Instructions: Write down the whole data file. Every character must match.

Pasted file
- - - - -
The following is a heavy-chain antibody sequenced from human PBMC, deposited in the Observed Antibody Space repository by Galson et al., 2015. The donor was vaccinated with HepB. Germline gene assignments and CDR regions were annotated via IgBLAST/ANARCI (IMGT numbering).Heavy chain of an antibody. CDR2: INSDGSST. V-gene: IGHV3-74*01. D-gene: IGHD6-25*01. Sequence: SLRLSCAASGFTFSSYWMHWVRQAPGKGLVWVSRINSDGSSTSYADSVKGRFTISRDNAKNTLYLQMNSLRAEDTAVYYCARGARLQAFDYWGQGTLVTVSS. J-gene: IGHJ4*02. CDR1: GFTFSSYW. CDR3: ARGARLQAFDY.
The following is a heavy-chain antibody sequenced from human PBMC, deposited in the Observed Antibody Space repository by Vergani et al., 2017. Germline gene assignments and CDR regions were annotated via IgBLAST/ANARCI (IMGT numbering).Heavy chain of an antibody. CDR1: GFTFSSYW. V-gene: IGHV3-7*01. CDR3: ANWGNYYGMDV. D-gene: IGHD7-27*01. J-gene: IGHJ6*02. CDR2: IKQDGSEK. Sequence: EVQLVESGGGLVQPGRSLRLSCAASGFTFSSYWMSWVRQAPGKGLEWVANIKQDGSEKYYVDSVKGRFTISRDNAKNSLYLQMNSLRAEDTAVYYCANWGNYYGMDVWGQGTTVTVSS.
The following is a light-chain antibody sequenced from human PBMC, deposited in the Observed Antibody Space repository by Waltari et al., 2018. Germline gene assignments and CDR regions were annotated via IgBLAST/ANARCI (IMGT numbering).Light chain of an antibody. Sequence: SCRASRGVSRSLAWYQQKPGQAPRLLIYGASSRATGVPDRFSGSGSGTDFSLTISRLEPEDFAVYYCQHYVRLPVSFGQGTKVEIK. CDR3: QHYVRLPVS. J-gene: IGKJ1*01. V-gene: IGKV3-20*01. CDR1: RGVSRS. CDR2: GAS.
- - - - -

The following is a heavy-chain antibody sequenced from human PBMC, deposited in the Observed Antibody Space repository by Galson et al., 2015. The donor was vaccinated with HepB. Germline gene assignments and CDR regions were annotated via IgBLAST/ANARCI (IMGT numbering).Heavy chain of an antibody. CDR2: INSDGSST. V-gene: IGHV3-74*01. D-gene: IGHD6-25*01. Sequence: SLRLSCAASGFTFSSYWMHWVRQAPGKGLVWVSRINSDGSSTSYADSVKGRFTISRDNAKNTLYLQMNSLRAEDTAVYYCARGARLQAFDYWGQGTLVTVSS. J-gene: IGHJ4*02. CDR1: GFTFSSYW. CDR3: ARGARLQAFDY.
The following is a heavy-chain antibody sequenced from human PBMC, deposited in the Observed Antibody Space repository by Vergani et al., 2017. Germline gene assignments and CDR regions were annotated via IgBLAST/ANARCI (IMGT numbering).Heavy chain of an antibody. CDR1: GFTFSSYW. V-gene: IGHV3-7*01. CDR3: ANWGNYYGMDV. D-gene: IGHD7-27*01. J-gene: IGHJ6*02. CDR2: IKQDGSEK. Sequence: EVQLVESGGGLVQPGRSLRLSCAASGFTFSSYWMSWVRQAPGKGLEWVANIKQDGSEKYYVDSVKGRFTISRDNAKNSLYLQMNSLRAEDTAVYYCANWGNYYGMDVWGQGTTVTVSS.
The following is a light-chain antibody sequenced from human PBMC, deposited in the Observed Antibody Space repository by Waltari et al., 2018. Germline gene assignments and CDR regions were annotated via IgBLAST/ANARCI (IMGT numbering).Light chain of an antibody. Sequence: SCRASRGVSRSLAWYQQKPGQAPRLLIYGASSRATGVPDRFSGSGSGTDFSLTISRLEPEDFAVYYCQHYVRLPVSFGQGTKVEIK. CDR3: QHYVRLPVS. J-gene: IGKJ1*01. V-gene: IGKV3-20*01. CDR1: RGVSRS. CDR2: GAS.